Bottlenecks and Interface Materials; Part 1 – Great Thermal Bedfellows

Probably due to the beer fridge, I now seem to be becoming the repository of broken electronic products with an expectation that the cause of their demise can be identified, retrospectively, using thermal simulation. This week my good colleague John Parry dumped a rather poorly DVD player on my desk with a ‘go on then’ look. There’s nothing quite like the sight of a scorched PCB to excite those of us working in the electronics cooling line of business here in the mechanical analysis division and that’s just what John and I found when inspecting the power supply board of this particular defunct DVD player.


I’m sure a wide variety of things have been photocopied, especially during company Christmas parties, but maybe never a PCB. It turned out to be the best way to capture the underside of the power board, both to capture the said scorching, also to get a map of the copper distribution that I’d need later when building the thermal model.

From a thermal perspective the TO220 amplifier was evidently the most critical component, the scorching was on the underside of the board directly beneath it. It was screwed to a vertical aluminium heat spreader with thermal paste used to achieve a good contact between the package case face and the spreader. Back in the day it took me a while to get my head round the idea that thermal contact between two objects can be enhanced by adding something else between them. The point being that you can never squeeze all the air out from between two solid contacting faces. Unlike moving air that is a great transporter (convector) of heat, stagnant air isn’t. Coming in at a tiny 0.026 W/mK (thermal conductivity) air is actually a great thermal insulator. Even the smallest amount of trapped air will cause a large thermal bottleneck. Getting goosebumps on your skin when cold is a Darwinistic throwback to that fact.

Thermal interface material - white sticky stuff

So, adding a paste/gel/putty/tape between the two objects will add some additional solid resistance but totally remove that pesky air resulting in an overall reduction in contact thermal resistance. That’s the theory anyway, unless you invest in a particularly cheap thermal interface material that can dry out, crack and lose its surface adhesion advantage. Why is it that cheap electronics always break? Go figure.

Building the FloTHERM model of the board was straight forward. The FloEDA application window allows for the import of populated PCB data to be imported directly from Expedition, Boardstation etc. Alternatively it can be used to quickly sketch out 3D PCB representations, including the layer stackup with the neat ability to import an image that represents the distribution of copper on each layer. For this board I imported the photocopier scanned image of the bottom layer then used FloEDA’s unique image processing capabilities to convert that into a thermal conductivity map of the distribution of FR4/Cu on the bottom layer.

The To220 detailed model was created using FloTHERM PACK. This involved a parametric definition of its construction and then pressing the ‘download detailed model’ button! The screw connecting it through the spreader plate and the spreader plate itself was manually defined in FloTHERM. The thermal interface itself was modelled as a 300 micron thick block with appropriate thermal conductivity.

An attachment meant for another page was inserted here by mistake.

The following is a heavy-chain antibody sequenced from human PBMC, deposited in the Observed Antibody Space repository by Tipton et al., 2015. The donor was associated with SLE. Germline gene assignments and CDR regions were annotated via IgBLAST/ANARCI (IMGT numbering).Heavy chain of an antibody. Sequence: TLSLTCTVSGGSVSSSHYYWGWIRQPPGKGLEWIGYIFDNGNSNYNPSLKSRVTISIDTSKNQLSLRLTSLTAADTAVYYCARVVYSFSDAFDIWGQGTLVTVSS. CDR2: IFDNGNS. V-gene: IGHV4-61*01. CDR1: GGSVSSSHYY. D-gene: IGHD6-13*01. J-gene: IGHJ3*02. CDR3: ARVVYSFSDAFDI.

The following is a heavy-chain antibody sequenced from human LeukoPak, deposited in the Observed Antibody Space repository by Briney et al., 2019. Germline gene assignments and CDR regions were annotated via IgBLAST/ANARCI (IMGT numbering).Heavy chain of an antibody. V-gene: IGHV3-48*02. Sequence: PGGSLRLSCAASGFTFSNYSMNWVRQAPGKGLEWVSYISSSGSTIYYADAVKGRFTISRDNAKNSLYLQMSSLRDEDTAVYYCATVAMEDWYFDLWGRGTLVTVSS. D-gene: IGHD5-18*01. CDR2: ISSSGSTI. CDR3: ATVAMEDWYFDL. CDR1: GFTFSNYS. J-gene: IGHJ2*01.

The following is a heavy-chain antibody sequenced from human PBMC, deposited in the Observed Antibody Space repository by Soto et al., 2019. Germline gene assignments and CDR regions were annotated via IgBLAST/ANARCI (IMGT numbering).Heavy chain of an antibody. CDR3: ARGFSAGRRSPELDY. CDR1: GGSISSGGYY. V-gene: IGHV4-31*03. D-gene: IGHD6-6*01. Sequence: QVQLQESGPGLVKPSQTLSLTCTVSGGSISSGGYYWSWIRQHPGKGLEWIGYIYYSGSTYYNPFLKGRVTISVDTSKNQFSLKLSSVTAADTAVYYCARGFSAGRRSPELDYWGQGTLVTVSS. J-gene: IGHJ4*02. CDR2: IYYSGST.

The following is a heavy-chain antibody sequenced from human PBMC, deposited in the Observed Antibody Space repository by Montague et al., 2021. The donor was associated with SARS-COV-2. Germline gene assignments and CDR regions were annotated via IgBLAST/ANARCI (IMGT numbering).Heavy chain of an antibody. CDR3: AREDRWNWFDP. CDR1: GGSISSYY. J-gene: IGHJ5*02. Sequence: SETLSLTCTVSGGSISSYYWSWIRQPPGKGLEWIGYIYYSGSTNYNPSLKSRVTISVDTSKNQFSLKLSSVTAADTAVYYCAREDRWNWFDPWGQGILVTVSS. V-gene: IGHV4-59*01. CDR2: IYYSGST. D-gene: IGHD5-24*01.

With an assumed dissipation of 2.0W the predicted junction temperature comes out at a respectable 88 degC. This model remember represents the ‘working’ design where everything behaves as it was designed to do.

Examination of the heat flux vectors give further insight as to where the heat is flowing so as to produce the resulting temperature field. From the die, 85% of the heat passes through the thermal interface and on into the heat spreader. The other 15% passes down the leads, through the board to be spread throughout the bottom plane of the PCB where it is convected and radiated away to the rest of the DVD chassis.

Taking 2D slices through a 3D model often doesn’t take into account the more complex heat flow paths the heat weaves through on its way from its source (die) to the ambient. Looking at lines of heat flux in a semi-transparent view of the geometry highlights an interesting heat flow feature…

If the aluminium spreader was big enough so as to do its job properly all the heat would pass through it and from its vertical faces on into the surrounding air. As can be seen from the heat flux lines, a certain percentage actually passes through its pins back down into the PCB. Further examination of the predicted heat flux values indicates that, out of the 1.7W that passes into the spreader, 0.46W (27%) necks down through the pins. A thermal resistance in itself.

Never liking to see a bad thermal design, it’s at this stage I tend to get all indignant and demand to know why FloTHERM wasn’t applied in the design of this product. And this is the intended design, we haven’t even got onto the thermal interface failure yet!! Ach, enough of the moaning already.  In Part 2 we’ll get on to what happens when the thermal interface fails, using the display of the BN (bottleneck) number to help understand why and where the thermal design is deficient, allowing us to propose and simulate some targeted remedial thermal design modifications.

18th January 2012, Nottingham.



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This article first appeared on the Siemens Digital Industries Software blog at